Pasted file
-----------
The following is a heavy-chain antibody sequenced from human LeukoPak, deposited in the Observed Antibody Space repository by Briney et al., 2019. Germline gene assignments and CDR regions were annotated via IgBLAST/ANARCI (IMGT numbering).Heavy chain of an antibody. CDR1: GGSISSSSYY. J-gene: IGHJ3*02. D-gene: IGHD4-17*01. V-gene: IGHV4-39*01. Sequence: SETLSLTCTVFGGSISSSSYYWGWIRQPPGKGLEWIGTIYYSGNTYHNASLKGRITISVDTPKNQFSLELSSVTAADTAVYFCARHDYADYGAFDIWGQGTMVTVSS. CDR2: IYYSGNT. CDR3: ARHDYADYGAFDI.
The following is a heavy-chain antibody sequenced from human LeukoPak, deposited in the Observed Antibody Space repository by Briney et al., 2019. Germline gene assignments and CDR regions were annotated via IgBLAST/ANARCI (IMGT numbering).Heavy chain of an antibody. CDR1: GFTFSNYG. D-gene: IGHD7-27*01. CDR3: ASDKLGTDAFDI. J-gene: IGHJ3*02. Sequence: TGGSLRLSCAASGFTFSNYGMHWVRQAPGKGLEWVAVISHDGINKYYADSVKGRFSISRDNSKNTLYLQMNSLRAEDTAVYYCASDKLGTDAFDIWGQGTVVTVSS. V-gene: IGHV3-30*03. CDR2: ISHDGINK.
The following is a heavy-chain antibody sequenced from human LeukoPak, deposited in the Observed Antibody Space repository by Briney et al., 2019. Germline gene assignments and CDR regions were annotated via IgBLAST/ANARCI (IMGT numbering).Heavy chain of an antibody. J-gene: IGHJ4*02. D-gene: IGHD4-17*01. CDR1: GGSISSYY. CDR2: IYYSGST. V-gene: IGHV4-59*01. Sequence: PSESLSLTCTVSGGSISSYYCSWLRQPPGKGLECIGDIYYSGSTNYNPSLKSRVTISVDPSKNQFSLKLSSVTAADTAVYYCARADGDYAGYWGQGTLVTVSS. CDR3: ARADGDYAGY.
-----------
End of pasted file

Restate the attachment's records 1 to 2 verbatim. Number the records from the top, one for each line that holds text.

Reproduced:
The following is a heavy-chain antibody sequenced from human LeukoPak, deposited in the Observed Antibody Space repository by Briney et al., 2019. Germline gene assignments and CDR regions were annotated via IgBLAST/ANARCI (IMGT numbering).Heavy chain of an antibody. CDR1: GGSISSSSYY. J-gene: IGHJ3*02. D-gene: IGHD4-17*01. V-gene: IGHV4-39*01. Sequence: SETLSLTCTVFGGSISSSSYYWGWIRQPPGKGLEWIGTIYYSGNTYHNASLKGRITISVDTPKNQFSLELSSVTAADTAVYFCARHDYADYGAFDIWGQGTMVTVSS. CDR2: IYYSGNT. CDR3: ARHDYADYGAFDI.
The following is a heavy-chain antibody sequenced from human LeukoPak, deposited in the Observed Antibody Space repository by Briney et al., 2019. Germline gene assignments and CDR regions were annotated via IgBLAST/ANARCI (IMGT numbering).Heavy chain of an antibody. CDR1: GFTFSNYG. D-gene: IGHD7-27*01. CDR3: ASDKLGTDAFDI. J-gene: IGHJ3*02. Sequence: TGGSLRLSCAASGFTFSNYGMHWVRQAPGKGLEWVAVISHDGINKYYADSVKGRFSISRDNSKNTLYLQMNSLRAEDTAVYYCASDKLGTDAFDIWGQGTVVTVSS. V-gene: IGHV3-30*03. CDR2: ISHDGINK.